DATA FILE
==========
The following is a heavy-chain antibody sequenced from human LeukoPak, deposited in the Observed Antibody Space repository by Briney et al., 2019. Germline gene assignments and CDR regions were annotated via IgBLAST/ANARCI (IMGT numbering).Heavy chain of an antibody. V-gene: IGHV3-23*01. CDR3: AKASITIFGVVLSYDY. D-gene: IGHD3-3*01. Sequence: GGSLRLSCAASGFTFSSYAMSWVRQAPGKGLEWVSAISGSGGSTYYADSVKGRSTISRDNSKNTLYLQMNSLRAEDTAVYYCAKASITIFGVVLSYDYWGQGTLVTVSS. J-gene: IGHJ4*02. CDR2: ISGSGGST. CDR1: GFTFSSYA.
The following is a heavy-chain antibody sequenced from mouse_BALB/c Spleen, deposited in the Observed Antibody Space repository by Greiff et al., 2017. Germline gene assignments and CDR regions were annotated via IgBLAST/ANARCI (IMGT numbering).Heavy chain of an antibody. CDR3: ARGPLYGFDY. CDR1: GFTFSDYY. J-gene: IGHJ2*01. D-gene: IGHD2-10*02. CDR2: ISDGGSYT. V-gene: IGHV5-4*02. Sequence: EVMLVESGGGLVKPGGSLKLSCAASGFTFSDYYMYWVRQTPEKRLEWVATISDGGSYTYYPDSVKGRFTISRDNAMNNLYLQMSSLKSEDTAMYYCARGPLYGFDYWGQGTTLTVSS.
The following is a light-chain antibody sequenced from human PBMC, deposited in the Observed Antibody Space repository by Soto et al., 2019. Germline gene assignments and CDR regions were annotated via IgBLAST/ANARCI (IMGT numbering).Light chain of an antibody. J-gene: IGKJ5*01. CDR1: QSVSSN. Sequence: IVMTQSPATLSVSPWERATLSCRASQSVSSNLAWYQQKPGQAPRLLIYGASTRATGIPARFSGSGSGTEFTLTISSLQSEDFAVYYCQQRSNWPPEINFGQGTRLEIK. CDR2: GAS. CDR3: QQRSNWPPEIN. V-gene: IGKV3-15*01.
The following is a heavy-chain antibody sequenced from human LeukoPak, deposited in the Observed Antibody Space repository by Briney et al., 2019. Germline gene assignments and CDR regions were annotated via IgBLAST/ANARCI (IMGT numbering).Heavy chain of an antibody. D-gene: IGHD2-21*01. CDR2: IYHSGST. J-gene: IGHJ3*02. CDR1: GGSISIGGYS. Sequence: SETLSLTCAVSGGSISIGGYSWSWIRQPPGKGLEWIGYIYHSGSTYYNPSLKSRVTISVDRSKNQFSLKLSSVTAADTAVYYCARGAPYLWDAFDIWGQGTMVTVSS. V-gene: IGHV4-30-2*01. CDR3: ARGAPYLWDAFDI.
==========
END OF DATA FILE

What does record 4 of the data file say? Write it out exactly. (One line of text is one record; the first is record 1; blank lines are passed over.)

The following is a heavy-chain antibody sequenced from human LeukoPak, deposited in the Observed Antibody Space repository by Briney et al., 2019. Germline gene assignments and CDR regions were annotated via IgBLAST/ANARCI (IMGT numbering).Heavy chain of an antibody. D-gene: IGHD2-21*01. CDR2: IYHSGST. J-gene: IGHJ3*02. CDR1: GGSISIGGYS. Sequence: SETLSLTCAVSGGSISIGGYSWSWIRQPPGKGLEWIGYIYHSGSTYYNPSLKSRVTISVDRSKNQFSLKLSSVTAADTAVYYCARGAPYLWDAFDIWGQGTMVTVSS. V-gene: IGHV4-30-2*01. CDR3: ARGAPYLWDAFDI.